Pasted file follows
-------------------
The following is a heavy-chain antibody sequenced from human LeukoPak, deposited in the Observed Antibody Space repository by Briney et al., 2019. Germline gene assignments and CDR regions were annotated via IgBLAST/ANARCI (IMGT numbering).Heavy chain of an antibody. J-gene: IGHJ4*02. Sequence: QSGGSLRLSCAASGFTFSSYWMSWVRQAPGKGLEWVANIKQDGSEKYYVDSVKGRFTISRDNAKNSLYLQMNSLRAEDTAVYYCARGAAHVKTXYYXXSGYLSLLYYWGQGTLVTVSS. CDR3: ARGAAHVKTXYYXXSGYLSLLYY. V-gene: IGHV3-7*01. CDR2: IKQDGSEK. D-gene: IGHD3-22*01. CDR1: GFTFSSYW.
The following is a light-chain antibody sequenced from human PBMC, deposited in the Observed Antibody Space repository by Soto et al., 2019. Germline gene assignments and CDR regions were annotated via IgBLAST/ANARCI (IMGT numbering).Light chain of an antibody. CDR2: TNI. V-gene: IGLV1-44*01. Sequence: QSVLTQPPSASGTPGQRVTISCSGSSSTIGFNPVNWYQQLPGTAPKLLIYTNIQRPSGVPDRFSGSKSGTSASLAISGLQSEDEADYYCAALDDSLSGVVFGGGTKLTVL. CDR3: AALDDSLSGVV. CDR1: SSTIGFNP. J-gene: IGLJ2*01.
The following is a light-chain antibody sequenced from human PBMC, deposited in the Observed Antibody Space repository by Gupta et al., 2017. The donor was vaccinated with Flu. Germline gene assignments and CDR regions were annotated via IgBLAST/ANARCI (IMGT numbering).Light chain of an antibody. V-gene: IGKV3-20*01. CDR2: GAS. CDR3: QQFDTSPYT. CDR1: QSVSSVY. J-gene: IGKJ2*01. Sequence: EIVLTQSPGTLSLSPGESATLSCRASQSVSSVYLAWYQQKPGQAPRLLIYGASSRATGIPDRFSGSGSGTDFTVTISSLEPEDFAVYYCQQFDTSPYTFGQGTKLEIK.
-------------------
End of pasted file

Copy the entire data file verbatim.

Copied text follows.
The following is a heavy-chain antibody sequenced from human LeukoPak, deposited in the Observed Antibody Space repository by Briney et al., 2019. Germline gene assignments and CDR regions were annotated via IgBLAST/ANARCI (IMGT numbering).Heavy chain of an antibody. J-gene: IGHJ4*02. Sequence: QSGGSLRLSCAASGFTFSSYWMSWVRQAPGKGLEWVANIKQDGSEKYYVDSVKGRFTISRDNAKNSLYLQMNSLRAEDTAVYYCARGAAHVKTXYYXXSGYLSLLYYWGQGTLVTVSS. CDR3: ARGAAHVKTXYYXXSGYLSLLYY. V-gene: IGHV3-7*01. CDR2: IKQDGSEK. D-gene: IGHD3-22*01. CDR1: GFTFSSYW.
The following is a light-chain antibody sequenced from human PBMC, deposited in the Observed Antibody Space repository by Soto et al., 2019. Germline gene assignments and CDR regions were annotated via IgBLAST/ANARCI (IMGT numbering).Light chain of an antibody. CDR2: TNI. V-gene: IGLV1-44*01. Sequence: QSVLTQPPSASGTPGQRVTISCSGSSSTIGFNPVNWYQQLPGTAPKLLIYTNIQRPSGVPDRFSGSKSGTSASLAISGLQSEDEADYYCAALDDSLSGVVFGGGTKLTVL. CDR3: AALDDSLSGVV. CDR1: SSTIGFNP. J-gene: IGLJ2*01.
The following is a light-chain antibody sequenced from human PBMC, deposited in the Observed Antibody Space repository by Gupta et al., 2017. The donor was vaccinated with Flu. Germline gene assignments and CDR regions were annotated via IgBLAST/ANARCI (IMGT numbering).Light chain of an antibody. V-gene: IGKV3-20*01. CDR2: GAS. CDR3: QQFDTSPYT. CDR1: QSVSSVY. J-gene: IGKJ2*01. Sequence: EIVLTQSPGTLSLSPGESATLSCRASQSVSSVYLAWYQQKPGQAPRLLIYGASSRATGIPDRFSGSGSGTDFTVTISSLEPEDFAVYYCQQFDTSPYTFGQGTKLEIK.